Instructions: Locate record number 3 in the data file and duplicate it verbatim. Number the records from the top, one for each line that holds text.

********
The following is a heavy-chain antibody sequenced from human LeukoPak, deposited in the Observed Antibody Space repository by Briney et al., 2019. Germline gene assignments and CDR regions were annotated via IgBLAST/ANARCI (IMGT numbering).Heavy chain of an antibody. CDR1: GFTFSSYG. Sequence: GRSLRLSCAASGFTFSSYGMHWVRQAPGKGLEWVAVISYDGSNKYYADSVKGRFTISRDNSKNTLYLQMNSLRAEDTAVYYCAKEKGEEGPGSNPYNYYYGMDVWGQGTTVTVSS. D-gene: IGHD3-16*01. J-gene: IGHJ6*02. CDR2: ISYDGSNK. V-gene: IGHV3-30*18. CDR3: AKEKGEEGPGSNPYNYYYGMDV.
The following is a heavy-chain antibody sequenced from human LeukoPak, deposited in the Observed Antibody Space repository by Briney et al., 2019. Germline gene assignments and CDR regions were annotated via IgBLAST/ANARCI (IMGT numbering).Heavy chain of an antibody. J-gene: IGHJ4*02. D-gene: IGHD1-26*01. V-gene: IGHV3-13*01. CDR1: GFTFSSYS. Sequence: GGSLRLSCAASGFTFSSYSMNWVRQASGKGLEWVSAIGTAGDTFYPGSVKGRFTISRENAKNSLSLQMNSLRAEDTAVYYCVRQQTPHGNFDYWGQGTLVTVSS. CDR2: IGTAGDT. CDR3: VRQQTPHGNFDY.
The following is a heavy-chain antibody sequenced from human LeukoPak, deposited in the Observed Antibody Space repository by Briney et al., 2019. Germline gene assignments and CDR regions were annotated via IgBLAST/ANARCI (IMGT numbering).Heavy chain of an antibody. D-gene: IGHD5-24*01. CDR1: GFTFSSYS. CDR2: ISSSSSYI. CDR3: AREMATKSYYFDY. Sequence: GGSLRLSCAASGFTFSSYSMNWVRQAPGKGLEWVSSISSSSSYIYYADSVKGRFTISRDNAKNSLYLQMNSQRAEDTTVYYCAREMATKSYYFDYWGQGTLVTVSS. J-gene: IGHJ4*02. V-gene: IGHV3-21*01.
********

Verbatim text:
The following is a heavy-chain antibody sequenced from human LeukoPak, deposited in the Observed Antibody Space repository by Briney et al., 2019. Germline gene assignments and CDR regions were annotated via IgBLAST/ANARCI (IMGT numbering).Heavy chain of an antibody. D-gene: IGHD5-24*01. CDR1: GFTFSSYS. CDR2: ISSSSSYI. CDR3: AREMATKSYYFDY. Sequence: GGSLRLSCAASGFTFSSYSMNWVRQAPGKGLEWVSSISSSSSYIYYADSVKGRFTISRDNAKNSLYLQMNSQRAEDTTVYYCAREMATKSYYFDYWGQGTLVTVSS. J-gene: IGHJ4*02. V-gene: IGHV3-21*01.